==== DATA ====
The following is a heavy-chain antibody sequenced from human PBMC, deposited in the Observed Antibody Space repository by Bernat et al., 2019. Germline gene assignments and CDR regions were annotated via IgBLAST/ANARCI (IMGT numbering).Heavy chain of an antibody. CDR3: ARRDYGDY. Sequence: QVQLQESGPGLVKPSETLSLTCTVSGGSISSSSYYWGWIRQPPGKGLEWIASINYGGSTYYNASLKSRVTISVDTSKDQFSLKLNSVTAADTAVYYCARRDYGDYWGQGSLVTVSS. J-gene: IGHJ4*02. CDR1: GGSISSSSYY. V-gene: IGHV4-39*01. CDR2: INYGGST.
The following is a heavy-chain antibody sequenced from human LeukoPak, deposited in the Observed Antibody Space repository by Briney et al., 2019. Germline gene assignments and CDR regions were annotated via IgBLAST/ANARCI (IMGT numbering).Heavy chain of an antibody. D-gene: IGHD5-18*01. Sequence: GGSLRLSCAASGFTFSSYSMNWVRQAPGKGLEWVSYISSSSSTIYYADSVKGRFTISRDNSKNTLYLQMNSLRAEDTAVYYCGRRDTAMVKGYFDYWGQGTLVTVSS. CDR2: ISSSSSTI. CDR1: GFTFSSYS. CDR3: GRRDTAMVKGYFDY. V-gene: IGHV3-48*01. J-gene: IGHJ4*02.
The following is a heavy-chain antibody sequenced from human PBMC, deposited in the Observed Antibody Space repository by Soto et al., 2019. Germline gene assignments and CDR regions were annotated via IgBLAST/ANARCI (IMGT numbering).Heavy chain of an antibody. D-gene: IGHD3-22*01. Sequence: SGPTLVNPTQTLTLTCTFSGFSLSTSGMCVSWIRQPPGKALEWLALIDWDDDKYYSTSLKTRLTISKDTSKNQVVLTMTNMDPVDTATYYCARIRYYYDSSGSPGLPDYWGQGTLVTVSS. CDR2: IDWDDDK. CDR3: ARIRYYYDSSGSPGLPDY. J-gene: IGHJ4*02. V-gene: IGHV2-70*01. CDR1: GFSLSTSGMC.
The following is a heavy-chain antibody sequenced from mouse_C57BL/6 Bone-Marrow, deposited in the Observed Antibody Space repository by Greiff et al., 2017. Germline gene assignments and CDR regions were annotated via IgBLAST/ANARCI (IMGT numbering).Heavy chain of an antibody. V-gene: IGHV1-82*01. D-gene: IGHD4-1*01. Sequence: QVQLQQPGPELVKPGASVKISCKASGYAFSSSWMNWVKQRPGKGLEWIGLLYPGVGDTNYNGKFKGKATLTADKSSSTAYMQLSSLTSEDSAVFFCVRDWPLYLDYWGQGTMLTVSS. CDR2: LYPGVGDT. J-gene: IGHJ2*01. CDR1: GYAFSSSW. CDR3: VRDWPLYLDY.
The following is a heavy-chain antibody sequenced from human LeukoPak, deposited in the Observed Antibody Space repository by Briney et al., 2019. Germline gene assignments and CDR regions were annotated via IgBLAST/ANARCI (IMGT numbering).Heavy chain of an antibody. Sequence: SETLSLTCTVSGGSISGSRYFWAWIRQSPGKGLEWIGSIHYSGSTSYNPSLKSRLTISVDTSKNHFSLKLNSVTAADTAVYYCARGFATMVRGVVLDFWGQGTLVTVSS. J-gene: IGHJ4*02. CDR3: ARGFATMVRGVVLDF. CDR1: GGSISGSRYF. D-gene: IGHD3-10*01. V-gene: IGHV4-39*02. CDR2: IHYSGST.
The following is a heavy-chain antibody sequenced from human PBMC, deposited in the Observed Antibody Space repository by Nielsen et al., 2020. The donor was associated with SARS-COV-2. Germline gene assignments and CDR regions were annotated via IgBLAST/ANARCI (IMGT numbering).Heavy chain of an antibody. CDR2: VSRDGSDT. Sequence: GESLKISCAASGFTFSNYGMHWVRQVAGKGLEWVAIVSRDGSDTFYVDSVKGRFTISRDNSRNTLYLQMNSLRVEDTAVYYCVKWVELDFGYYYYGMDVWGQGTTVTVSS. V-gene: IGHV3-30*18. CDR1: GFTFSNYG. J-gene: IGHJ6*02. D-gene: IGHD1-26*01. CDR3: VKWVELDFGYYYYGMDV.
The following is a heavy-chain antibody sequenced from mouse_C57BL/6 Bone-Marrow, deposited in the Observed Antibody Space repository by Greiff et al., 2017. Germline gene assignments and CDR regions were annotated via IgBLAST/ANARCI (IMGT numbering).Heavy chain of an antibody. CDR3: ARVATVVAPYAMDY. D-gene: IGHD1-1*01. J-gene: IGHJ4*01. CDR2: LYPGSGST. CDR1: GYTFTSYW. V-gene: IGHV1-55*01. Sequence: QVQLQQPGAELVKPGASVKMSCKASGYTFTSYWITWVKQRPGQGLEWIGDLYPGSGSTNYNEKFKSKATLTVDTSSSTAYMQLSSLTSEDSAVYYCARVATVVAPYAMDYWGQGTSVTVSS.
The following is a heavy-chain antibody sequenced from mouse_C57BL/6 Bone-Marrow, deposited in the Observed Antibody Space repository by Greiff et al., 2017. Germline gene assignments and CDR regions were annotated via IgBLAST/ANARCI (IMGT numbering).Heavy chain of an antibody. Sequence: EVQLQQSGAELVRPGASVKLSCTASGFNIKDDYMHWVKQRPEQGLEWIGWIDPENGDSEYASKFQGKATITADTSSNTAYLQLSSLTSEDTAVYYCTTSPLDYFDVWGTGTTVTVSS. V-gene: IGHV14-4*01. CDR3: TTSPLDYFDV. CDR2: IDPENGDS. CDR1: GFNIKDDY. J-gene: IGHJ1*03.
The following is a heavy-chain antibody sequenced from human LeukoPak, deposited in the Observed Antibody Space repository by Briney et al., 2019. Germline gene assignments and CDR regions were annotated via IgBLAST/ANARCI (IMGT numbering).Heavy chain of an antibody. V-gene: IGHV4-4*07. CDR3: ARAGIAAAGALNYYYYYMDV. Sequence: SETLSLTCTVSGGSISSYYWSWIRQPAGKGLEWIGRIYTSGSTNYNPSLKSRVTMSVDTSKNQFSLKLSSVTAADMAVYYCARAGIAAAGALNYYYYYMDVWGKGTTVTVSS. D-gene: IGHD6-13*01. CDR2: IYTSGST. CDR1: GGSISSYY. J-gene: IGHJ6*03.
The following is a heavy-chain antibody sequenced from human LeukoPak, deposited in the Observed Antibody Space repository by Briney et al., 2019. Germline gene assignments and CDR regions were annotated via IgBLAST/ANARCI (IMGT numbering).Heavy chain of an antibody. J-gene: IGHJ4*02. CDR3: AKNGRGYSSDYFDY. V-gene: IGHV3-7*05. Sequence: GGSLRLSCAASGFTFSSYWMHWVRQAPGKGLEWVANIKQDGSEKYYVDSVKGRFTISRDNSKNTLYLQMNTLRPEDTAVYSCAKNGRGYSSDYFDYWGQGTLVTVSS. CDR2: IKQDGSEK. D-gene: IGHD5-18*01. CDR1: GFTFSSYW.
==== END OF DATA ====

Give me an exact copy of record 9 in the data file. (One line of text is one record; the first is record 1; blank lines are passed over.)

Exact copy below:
The following is a heavy-chain antibody sequenced from human LeukoPak, deposited in the Observed Antibody Space repository by Briney et al., 2019. Germline gene assignments and CDR regions were annotated via IgBLAST/ANARCI (IMGT numbering).Heavy chain of an antibody. V-gene: IGHV4-4*07. CDR3: ARAGIAAAGALNYYYYYMDV. Sequence: SETLSLTCTVSGGSISSYYWSWIRQPAGKGLEWIGRIYTSGSTNYNPSLKSRVTMSVDTSKNQFSLKLSSVTAADMAVYYCARAGIAAAGALNYYYYYMDVWGKGTTVTVSS. D-gene: IGHD6-13*01. CDR2: IYTSGST. CDR1: GGSISSYY. J-gene: IGHJ6*03.